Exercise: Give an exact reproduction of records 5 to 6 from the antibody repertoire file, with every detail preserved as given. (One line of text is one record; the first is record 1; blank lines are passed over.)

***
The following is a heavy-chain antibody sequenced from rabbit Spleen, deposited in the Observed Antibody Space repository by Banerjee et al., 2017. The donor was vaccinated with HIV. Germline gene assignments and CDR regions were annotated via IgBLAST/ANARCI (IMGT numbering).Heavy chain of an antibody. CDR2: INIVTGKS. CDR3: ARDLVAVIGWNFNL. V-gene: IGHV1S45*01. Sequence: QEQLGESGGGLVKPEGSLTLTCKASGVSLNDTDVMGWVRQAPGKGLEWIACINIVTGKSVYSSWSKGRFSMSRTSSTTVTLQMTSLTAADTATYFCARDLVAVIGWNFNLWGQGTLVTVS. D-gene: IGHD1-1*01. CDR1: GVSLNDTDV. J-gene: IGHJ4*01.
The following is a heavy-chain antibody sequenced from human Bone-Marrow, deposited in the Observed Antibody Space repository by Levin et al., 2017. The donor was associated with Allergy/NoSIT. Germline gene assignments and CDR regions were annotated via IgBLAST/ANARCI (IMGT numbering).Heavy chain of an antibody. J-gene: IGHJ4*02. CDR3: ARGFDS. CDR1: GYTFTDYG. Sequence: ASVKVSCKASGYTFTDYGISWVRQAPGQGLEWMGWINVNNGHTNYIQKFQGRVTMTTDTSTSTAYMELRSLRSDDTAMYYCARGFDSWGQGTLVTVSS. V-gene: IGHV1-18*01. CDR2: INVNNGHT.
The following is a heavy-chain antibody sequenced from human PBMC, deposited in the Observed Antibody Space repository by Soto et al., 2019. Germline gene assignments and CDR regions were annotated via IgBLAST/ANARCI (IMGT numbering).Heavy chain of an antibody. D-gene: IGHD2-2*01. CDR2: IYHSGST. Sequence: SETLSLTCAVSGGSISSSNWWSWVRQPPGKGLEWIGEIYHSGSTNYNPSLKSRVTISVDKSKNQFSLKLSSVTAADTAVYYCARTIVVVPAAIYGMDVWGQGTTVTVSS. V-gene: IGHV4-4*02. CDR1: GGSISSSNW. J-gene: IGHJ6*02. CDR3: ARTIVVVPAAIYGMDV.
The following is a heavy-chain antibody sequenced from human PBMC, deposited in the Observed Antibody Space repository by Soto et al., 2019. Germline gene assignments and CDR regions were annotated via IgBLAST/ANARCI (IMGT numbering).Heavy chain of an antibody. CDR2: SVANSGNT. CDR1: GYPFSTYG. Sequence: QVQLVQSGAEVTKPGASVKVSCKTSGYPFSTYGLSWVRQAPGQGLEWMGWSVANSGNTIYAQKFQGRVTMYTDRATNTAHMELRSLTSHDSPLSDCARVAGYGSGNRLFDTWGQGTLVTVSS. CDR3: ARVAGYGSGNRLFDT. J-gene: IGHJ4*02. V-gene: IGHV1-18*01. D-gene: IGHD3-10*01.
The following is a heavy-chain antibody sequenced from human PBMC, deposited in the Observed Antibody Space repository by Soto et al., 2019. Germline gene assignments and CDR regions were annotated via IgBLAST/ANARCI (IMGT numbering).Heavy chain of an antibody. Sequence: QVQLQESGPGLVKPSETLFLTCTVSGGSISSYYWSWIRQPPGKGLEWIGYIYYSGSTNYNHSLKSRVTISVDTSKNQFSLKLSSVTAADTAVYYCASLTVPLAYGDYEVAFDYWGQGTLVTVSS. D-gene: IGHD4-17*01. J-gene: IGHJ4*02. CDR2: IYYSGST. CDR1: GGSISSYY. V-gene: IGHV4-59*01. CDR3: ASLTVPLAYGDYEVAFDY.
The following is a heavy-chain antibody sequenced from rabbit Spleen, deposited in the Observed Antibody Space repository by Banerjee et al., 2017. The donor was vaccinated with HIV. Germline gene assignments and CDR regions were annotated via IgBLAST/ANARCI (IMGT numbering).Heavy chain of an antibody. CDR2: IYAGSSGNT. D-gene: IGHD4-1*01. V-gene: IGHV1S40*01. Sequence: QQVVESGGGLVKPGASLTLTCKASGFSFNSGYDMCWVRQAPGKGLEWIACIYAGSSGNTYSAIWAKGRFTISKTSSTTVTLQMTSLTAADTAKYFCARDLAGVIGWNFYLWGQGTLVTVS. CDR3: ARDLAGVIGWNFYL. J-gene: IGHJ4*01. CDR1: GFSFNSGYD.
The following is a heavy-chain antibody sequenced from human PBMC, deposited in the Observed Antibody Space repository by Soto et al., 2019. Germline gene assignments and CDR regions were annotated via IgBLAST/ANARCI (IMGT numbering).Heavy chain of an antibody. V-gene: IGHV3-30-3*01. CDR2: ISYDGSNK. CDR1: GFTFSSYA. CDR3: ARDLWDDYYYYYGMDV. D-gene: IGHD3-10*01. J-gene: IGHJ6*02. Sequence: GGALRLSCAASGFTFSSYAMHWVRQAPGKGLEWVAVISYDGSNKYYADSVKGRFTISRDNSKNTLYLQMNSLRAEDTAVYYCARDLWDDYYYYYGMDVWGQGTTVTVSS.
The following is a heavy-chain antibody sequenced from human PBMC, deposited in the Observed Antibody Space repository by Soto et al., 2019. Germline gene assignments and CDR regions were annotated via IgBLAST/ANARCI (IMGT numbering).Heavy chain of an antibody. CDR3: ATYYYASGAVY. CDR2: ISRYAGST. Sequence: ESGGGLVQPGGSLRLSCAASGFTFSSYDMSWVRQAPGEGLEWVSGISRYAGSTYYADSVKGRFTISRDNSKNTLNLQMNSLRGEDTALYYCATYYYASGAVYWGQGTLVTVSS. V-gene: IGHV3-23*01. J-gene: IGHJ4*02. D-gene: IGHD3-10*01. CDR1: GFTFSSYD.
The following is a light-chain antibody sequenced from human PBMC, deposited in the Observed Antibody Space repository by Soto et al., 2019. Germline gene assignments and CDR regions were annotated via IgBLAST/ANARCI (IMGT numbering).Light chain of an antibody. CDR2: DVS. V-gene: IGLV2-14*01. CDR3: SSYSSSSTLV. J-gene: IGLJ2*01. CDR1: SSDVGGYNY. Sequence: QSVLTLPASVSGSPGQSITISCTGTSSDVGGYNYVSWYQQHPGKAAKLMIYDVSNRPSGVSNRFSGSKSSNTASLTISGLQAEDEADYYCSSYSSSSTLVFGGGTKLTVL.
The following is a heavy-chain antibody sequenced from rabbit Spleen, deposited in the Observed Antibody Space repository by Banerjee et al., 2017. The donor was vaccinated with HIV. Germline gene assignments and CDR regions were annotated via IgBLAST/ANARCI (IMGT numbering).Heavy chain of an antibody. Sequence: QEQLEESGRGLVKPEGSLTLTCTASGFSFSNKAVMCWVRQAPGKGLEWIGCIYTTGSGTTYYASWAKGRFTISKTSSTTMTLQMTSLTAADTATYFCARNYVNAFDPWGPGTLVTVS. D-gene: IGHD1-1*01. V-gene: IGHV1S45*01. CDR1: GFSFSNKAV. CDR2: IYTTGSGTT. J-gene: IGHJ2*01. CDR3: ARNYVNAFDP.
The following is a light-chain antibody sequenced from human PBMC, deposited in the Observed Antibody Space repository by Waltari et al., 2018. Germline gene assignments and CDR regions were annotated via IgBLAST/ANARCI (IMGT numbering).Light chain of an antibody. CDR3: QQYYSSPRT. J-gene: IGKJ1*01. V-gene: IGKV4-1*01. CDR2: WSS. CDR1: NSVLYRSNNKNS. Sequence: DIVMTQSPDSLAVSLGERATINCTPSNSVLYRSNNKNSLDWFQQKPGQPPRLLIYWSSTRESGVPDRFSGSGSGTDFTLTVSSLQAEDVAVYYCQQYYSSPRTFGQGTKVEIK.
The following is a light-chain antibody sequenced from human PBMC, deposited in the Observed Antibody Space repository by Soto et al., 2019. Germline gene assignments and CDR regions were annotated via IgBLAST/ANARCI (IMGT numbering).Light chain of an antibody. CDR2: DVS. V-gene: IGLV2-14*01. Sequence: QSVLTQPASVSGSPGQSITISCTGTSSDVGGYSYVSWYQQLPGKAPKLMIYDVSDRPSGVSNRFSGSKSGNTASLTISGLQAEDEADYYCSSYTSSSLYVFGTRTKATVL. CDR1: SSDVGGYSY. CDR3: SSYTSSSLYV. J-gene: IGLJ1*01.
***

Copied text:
The following is a heavy-chain antibody sequenced from human PBMC, deposited in the Observed Antibody Space repository by Soto et al., 2019. Germline gene assignments and CDR regions were annotated via IgBLAST/ANARCI (IMGT numbering).Heavy chain of an antibody. Sequence: QVQLQESGPGLVKPSETLFLTCTVSGGSISSYYWSWIRQPPGKGLEWIGYIYYSGSTNYNHSLKSRVTISVDTSKNQFSLKLSSVTAADTAVYYCASLTVPLAYGDYEVAFDYWGQGTLVTVSS. D-gene: IGHD4-17*01. J-gene: IGHJ4*02. CDR2: IYYSGST. CDR1: GGSISSYY. V-gene: IGHV4-59*01. CDR3: ASLTVPLAYGDYEVAFDY.
The following is a heavy-chain antibody sequenced from rabbit Spleen, deposited in the Observed Antibody Space repository by Banerjee et al., 2017. The donor was vaccinated with HIV. Germline gene assignments and CDR regions were annotated via IgBLAST/ANARCI (IMGT numbering).Heavy chain of an antibody. CDR2: IYAGSSGNT. D-gene: IGHD4-1*01. V-gene: IGHV1S40*01. Sequence: QQVVESGGGLVKPGASLTLTCKASGFSFNSGYDMCWVRQAPGKGLEWIACIYAGSSGNTYSAIWAKGRFTISKTSSTTVTLQMTSLTAADTAKYFCARDLAGVIGWNFYLWGQGTLVTVS. CDR3: ARDLAGVIGWNFYL. J-gene: IGHJ4*01. CDR1: GFSFNSGYD.